Clean Access Challenge 3: Hot Desking in a COVID-19 World

Problem

Several industries have, in recent years, been moving towards an agile work environment. This has been done for several reasons; to improve productivity, reduce company footprint and save costs. This has frequently meant that their staff have been expected to “hot desk” – where staff are not given a desk but are instead expected to find a workspace within a designated space. Often, this requires the use of a general use desks – with a monitor, phone, keyboard/mouse, chair etc – that staff can use a personal laptop with.

Design Brief

As COVID-19 requires social distancing of at least 2m and is believed to survive on surfaces for up to 72 hours, some level of adjustment will need to be made to enable hot desking to be safe. The question to you is how will this be achievable? The solution should require minimal changes to human behaviour, require few additional products to enable and answer one or more of the following:

  1. How can a company encourage their staff to follow social distancing rules?
  2. How can you stop staff from touching potentially “infected” surfaces?
  3. How can you stop staff from unnecessary contact (i.e. create social bubbles within the workplace)?
  4. Anything else you may think important.

Anything you propose should be well evidenced with information and statistics on hot desking as well as considering how your plans will affect staff.

Considerations

Any proposed new products proposed will need to be manufactured rapidly and on scale. Could any of these items be substituted for household objects? If not, it should be possible to make them locally.

Any items, other than cleaning agents, that come into contact with infected surfaces will need to be protected (using a cover) or disinfected. Note: 3D printed parts can’t be easily disinfected at home!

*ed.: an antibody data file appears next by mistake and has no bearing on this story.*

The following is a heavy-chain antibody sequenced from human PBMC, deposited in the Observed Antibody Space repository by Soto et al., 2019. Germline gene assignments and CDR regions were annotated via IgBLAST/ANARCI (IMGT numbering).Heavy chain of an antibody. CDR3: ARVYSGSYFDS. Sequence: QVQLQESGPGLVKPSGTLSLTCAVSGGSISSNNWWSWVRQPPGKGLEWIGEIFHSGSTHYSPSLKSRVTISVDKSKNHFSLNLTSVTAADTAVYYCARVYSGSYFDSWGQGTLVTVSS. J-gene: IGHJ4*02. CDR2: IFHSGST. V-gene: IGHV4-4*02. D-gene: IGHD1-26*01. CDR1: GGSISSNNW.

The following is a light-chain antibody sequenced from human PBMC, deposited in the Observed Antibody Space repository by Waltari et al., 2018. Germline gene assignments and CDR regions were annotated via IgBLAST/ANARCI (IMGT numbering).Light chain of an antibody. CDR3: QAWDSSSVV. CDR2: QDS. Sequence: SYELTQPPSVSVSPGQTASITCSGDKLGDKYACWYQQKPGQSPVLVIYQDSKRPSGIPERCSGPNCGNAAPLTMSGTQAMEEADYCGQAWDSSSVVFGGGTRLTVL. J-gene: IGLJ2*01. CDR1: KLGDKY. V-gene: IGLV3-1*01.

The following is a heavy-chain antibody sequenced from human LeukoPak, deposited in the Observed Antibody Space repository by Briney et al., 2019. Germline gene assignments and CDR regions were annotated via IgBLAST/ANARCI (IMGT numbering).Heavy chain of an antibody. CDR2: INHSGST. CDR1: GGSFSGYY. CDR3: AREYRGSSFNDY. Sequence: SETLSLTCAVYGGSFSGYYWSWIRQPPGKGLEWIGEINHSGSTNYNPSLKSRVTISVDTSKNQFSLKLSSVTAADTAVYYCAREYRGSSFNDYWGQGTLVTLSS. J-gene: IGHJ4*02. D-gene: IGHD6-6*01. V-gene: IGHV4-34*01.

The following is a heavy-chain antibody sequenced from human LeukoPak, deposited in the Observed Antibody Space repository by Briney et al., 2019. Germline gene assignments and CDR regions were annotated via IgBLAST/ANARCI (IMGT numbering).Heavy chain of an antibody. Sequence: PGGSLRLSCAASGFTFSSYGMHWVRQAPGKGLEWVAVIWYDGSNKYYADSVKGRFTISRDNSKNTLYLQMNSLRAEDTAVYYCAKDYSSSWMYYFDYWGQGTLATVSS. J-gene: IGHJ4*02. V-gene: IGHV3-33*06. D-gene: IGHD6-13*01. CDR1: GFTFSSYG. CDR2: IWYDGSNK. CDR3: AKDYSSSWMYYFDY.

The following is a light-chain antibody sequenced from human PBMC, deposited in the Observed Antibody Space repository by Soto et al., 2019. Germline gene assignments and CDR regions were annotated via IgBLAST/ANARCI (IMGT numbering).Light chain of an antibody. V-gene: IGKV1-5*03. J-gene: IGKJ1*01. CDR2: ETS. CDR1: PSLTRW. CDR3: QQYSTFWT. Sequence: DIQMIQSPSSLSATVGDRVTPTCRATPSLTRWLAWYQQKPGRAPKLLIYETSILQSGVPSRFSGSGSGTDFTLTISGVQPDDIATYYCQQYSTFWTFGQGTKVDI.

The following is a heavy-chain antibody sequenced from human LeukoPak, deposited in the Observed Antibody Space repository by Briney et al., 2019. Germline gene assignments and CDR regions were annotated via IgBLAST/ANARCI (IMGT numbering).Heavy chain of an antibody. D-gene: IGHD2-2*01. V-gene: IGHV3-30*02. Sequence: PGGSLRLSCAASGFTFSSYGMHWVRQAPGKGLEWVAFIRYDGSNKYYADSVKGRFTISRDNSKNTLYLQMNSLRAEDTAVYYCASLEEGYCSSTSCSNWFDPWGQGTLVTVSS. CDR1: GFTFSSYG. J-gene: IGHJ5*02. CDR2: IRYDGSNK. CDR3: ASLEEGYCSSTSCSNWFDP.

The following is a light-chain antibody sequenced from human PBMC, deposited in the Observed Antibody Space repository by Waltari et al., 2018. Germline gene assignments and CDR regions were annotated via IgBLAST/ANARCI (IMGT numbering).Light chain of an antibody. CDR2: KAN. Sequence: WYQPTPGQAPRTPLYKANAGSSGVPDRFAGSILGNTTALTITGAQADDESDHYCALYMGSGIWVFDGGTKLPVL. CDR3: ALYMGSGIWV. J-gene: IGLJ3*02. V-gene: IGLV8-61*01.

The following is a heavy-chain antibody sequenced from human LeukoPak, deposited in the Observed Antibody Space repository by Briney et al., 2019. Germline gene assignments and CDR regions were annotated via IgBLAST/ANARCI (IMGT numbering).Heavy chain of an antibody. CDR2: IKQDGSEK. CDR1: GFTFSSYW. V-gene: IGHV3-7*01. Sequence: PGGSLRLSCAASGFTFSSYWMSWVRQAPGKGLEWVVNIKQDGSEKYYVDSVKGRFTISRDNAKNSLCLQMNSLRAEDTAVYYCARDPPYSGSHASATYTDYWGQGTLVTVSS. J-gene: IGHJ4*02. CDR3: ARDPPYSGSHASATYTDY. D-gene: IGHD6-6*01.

General Guidelines

Remember, all solutions should follow the guidelines below.

Solutions need to embody the values of project clean access and they should ideally follow the following design guidelines:

  • Seal away the transmission site – all devices should in some way enclose or seal away the parts that make contact with potential transmission sites.
  • Be simple, robust, cheap to make and use.
  • Either:
    • make use of common household or workplace items as part of the device, to save on cost and increase accessibility to all. For example, pens and USB sticks with lids to operate access devices and seal away transmission sites.
    • OR be manufacturable by locally available technologies

Submission Guidelines

To be efficient with your time and to reduce the burden of paperwork our submission guidelines are as light-weight as possible, including a short overview/description, details of use, and the all important CAD/CAM models. We encourage the use of photographs and images and just enough information to present the design, its installation and operation. Given this, contributions should be a simple email adhering to the following minimum submission guidelines:

  • Provide enough information to describe the design (purpose, typical applications, etc), ideally in the form or a short written summary.
  • Contain instruction / guidance for use, ideally in the form of photos or videos.
  • If to be digitally manufactured, CAM tractable files be provided for reproduction (eg STLs for 3D printing) and CAD tractable files (STEP or IGES) so designs can be customised or further developed if necessary.

All published designs will be made open access and shared with the global community to aid transition to normality post lockdown.  By participating in the Clean Access Challenge you consent to the terms of creative commons license CC BY 4.0.

Get Involved

If you would like to get involved, get more information, or submit your own ideas for our design repository, send us an email at project-clean-access@bristol.ac.uk

Harry Felton

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